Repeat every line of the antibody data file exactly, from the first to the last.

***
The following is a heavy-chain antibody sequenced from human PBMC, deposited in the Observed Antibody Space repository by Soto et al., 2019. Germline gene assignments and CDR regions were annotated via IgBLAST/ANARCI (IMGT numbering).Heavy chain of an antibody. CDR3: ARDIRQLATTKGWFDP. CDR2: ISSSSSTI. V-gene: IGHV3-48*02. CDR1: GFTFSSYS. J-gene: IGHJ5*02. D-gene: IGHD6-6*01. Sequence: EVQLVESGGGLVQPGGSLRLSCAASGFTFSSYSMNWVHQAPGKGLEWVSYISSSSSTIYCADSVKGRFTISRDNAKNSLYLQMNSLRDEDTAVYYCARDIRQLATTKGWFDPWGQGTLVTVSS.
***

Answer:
The following is a heavy-chain antibody sequenced from human PBMC, deposited in the Observed Antibody Space repository by Soto et al., 2019. Germline gene assignments and CDR regions were annotated via IgBLAST/ANARCI (IMGT numbering).Heavy chain of an antibody. CDR3: ARDIRQLATTKGWFDP. CDR2: ISSSSSTI. V-gene: IGHV3-48*02. CDR1: GFTFSSYS. J-gene: IGHJ5*02. D-gene: IGHD6-6*01. Sequence: EVQLVESGGGLVQPGGSLRLSCAASGFTFSSYSMNWVHQAPGKGLEWVSYISSSSSTIYCADSVKGRFTISRDNAKNSLYLQMNSLRDEDTAVYYCARDIRQLATTKGWFDPWGQGTLVTVSS.